The Paris Agreement and the ICAO process to adopt effective climate measures are not separate. The Paris Agreement covers all anthropogenic emissions, sets out important principles on carbon markets, and sends a clear signal that the aviation sector must act. This document was produced by the International Coalition for Sustainable Aviation (ICSA)
An ETS with 85% free allowances, combined with the fuel tax and VAT exemptions, while charging buses and trains and thus distorting competition, is simply self-defeating. Member states and the European Commission vice-presidents must take responsibility for these failures and start to address aviation in a joined-up way, not via silos where directorates abrogate joint responsibility for addressing cross-cutting questions such as fuel tax, VAT or state-aid scandals. Non-CO2 emissions must be taken seriously and measures should be prepared.
NGO coalition highlights progress in proposed global market-based measure but warns that the proposal falls well short of Paris climate agreement objectivesMONTREAL – Divisions between nations over how to share the benefits and burdens of pollution cuts in the international aviation sector continue to threaten prospects for an agreement to limit these emissions, an environmental coalition said at the conclusion of a three-day High-level Meeting of the International Civil Aviation Organization (ICAO), the UN’s aviation agency. Prominent environmental groups advocating for a “Flightpath to 1.5 degrees” warned that ICAO risked a high profile failure at its September assembly of delegations if it didn't find ways to bridge key differences quickly.
On the opening day of the International Civil Aviation Organisation (ICAO) high level meeting in Montreal, 64 environmental organisations and Members of the European Parliament call for the aviation sector to develop a robust tool to reduce their emissions in line with the Paris agreement.
Speech to Informal Council of EU Environment Ministers by Jos Dings, executive director, Transport & EnvironmentAmsterdam, 14 April 2016Thank you Madam President for the invitation and for organising this very timely and relevant event.I represent Transport & Environment, a Brussels-based environmental group specialising in sustainable transport, with 50 member organisations in 27 countries across this beautiful continent.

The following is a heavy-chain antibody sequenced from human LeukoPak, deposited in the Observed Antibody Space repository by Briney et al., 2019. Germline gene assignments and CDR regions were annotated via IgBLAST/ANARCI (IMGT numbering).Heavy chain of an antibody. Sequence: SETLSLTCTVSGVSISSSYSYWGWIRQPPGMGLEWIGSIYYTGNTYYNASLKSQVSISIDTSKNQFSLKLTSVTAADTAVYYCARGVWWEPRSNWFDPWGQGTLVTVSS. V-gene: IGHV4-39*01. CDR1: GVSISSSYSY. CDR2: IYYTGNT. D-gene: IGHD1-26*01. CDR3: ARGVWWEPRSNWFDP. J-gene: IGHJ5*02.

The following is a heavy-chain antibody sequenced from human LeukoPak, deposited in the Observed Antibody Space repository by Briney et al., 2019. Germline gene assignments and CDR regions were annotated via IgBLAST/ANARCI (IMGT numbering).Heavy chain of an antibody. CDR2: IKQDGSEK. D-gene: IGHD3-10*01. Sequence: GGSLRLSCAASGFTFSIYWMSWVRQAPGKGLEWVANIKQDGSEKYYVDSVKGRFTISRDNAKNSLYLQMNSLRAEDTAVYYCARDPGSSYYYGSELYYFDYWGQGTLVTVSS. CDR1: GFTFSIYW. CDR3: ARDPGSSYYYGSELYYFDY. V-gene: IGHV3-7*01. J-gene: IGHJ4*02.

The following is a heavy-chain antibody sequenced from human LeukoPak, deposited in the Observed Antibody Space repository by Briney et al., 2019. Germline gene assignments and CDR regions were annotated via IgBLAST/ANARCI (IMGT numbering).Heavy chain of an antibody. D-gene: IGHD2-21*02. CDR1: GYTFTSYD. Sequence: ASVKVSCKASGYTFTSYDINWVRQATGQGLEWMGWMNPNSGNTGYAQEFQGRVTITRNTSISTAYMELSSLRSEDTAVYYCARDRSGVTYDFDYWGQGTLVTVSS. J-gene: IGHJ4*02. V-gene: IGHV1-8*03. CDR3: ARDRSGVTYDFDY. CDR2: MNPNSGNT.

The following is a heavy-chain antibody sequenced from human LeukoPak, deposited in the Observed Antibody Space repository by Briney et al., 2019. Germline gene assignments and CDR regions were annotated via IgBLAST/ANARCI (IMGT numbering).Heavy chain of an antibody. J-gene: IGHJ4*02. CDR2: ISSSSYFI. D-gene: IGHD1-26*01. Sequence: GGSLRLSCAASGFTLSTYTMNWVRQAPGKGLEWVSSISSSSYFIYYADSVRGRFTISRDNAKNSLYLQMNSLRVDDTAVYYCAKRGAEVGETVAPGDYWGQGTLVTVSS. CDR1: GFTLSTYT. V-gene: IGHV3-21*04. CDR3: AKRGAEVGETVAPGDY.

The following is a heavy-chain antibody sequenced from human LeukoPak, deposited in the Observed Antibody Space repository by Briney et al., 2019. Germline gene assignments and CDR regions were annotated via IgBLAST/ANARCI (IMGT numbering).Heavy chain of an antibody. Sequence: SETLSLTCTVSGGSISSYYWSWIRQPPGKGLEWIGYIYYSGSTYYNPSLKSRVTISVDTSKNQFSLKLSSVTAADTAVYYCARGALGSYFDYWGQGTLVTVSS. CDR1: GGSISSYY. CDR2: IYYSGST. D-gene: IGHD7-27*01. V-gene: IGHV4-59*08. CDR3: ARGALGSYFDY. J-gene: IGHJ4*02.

In this letter, the members of the Coalition for Higher Ambition – businesses, cities, trade unions and civil society groups – write to the heads of states and governments ahead of the signing ceremony of the Paris agreement on Friday, 22 April. The coalition urges the EU to adjust 2030 and 2050 greenhouse gas reductions targets to the long-term goals of the Paris agreement. It also highlights the need for strong economy-wide EU targets (including international aviation and shipping).
The European Parliament today called on EU governments to align the 2030 EU climate target with the Paris Agreement and introduce EU measures to cut emissions from aviation and shipping. In a letter sent to Europe’s ministers of transport and environment, the heads of seven political groups of the Parliament's environment committee also demanded greater climate ambition at both ICAO and IMO, the UN bodies charged with regulating emissions from aircraft and ships respectively, and at EU level.
At the close of the Global Aviation Dialogues (GLADs), FlightPath 1.5 expressed concern that the current proposals for a global aviation climate deal fall far short of aviation’s fair share of effort towards the global climate goals world leaders agreed in Paris last December.
Prominent environmental organizations today launched FlightPath 1.5, an international campaign aimed at solving the defining global climate change issue of 2016: reducing greenhouse gas emissions in the airline industry. The International Civil Aviation Organization (ICAO), the United Nations (UN) decision-making body charged with regulating aviation emissions, takes up the issue in September. If it fails to take bold steps, aviation emissions are projected to triple by 2050. Aviation, a top-ten global polluter, was not directly addressed in the landmark COP21 Paris climate agreement agreed to 100 days ago today.